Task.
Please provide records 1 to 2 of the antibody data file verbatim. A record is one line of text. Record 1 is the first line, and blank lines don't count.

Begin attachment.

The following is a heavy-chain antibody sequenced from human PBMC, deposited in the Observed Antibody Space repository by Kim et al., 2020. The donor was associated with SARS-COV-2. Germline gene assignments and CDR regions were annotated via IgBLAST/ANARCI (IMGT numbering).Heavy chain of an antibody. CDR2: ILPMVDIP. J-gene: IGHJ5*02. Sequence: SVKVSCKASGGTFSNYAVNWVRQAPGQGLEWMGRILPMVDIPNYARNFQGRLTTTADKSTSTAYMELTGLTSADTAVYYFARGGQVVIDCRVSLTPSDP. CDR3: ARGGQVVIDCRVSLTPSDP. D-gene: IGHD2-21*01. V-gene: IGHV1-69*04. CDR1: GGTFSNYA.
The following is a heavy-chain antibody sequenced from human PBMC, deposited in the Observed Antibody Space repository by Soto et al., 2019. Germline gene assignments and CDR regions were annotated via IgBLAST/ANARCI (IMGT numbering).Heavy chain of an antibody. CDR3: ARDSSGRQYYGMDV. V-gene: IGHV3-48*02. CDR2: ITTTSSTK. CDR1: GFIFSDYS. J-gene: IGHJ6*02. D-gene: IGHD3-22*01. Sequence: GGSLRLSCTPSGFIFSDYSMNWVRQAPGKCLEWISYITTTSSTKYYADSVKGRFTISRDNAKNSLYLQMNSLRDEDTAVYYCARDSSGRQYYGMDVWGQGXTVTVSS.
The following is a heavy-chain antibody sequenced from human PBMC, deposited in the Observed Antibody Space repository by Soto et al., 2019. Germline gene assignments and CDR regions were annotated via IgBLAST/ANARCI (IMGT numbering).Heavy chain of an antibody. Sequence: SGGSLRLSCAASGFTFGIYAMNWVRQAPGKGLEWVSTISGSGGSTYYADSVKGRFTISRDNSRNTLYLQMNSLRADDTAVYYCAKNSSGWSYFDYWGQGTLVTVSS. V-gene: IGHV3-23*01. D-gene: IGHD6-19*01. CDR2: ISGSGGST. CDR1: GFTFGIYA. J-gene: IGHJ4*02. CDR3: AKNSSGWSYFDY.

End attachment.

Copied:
The following is a heavy-chain antibody sequenced from human PBMC, deposited in the Observed Antibody Space repository by Kim et al., 2020. The donor was associated with SARS-COV-2. Germline gene assignments and CDR regions were annotated via IgBLAST/ANARCI (IMGT numbering).Heavy chain of an antibody. CDR2: ILPMVDIP. J-gene: IGHJ5*02. Sequence: SVKVSCKASGGTFSNYAVNWVRQAPGQGLEWMGRILPMVDIPNYARNFQGRLTTTADKSTSTAYMELTGLTSADTAVYYFARGGQVVIDCRVSLTPSDP. CDR3: ARGGQVVIDCRVSLTPSDP. D-gene: IGHD2-21*01. V-gene: IGHV1-69*04. CDR1: GGTFSNYA.
The following is a heavy-chain antibody sequenced from human PBMC, deposited in the Observed Antibody Space repository by Soto et al., 2019. Germline gene assignments and CDR regions were annotated via IgBLAST/ANARCI (IMGT numbering).Heavy chain of an antibody. CDR3: ARDSSGRQYYGMDV. V-gene: IGHV3-48*02. CDR2: ITTTSSTK. CDR1: GFIFSDYS. J-gene: IGHJ6*02. D-gene: IGHD3-22*01. Sequence: GGSLRLSCTPSGFIFSDYSMNWVRQAPGKCLEWISYITTTSSTKYYADSVKGRFTISRDNAKNSLYLQMNSLRDEDTAVYYCARDSSGRQYYGMDVWGQGXTVTVSS.